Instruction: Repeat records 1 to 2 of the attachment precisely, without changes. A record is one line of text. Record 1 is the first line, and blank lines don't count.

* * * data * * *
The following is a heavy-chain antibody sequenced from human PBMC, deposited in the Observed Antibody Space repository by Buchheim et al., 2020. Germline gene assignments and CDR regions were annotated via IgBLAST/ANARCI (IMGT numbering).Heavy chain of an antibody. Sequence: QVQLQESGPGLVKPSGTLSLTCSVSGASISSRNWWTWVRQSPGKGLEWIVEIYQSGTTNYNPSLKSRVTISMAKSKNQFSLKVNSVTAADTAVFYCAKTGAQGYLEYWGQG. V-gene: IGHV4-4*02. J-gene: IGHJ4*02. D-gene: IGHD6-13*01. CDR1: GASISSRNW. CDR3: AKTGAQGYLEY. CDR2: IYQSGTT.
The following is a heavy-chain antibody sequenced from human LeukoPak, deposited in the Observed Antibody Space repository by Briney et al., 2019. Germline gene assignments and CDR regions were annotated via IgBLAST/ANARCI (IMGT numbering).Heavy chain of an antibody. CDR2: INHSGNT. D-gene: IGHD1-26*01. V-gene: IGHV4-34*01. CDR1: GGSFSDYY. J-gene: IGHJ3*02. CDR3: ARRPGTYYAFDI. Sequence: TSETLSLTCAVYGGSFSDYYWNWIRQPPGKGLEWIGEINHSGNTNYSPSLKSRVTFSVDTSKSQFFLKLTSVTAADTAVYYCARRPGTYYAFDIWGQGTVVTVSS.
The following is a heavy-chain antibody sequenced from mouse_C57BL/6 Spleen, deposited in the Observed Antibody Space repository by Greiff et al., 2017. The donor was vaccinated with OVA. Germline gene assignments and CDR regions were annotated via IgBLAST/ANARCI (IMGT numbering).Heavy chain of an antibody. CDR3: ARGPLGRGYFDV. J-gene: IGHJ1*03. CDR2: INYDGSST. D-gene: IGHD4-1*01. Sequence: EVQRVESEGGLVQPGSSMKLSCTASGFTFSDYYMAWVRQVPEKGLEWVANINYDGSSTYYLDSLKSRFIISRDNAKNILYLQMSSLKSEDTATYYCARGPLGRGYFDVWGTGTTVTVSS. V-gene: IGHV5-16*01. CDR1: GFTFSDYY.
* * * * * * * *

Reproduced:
The following is a heavy-chain antibody sequenced from human PBMC, deposited in the Observed Antibody Space repository by Buchheim et al., 2020. Germline gene assignments and CDR regions were annotated via IgBLAST/ANARCI (IMGT numbering).Heavy chain of an antibody. Sequence: QVQLQESGPGLVKPSGTLSLTCSVSGASISSRNWWTWVRQSPGKGLEWIVEIYQSGTTNYNPSLKSRVTISMAKSKNQFSLKVNSVTAADTAVFYCAKTGAQGYLEYWGQG. V-gene: IGHV4-4*02. J-gene: IGHJ4*02. D-gene: IGHD6-13*01. CDR1: GASISSRNW. CDR3: AKTGAQGYLEY. CDR2: IYQSGTT.
The following is a heavy-chain antibody sequenced from human LeukoPak, deposited in the Observed Antibody Space repository by Briney et al., 2019. Germline gene assignments and CDR regions were annotated via IgBLAST/ANARCI (IMGT numbering).Heavy chain of an antibody. CDR2: INHSGNT. D-gene: IGHD1-26*01. V-gene: IGHV4-34*01. CDR1: GGSFSDYY. J-gene: IGHJ3*02. CDR3: ARRPGTYYAFDI. Sequence: TSETLSLTCAVYGGSFSDYYWNWIRQPPGKGLEWIGEINHSGNTNYSPSLKSRVTFSVDTSKSQFFLKLTSVTAADTAVYYCARRPGTYYAFDIWGQGTVVTVSS.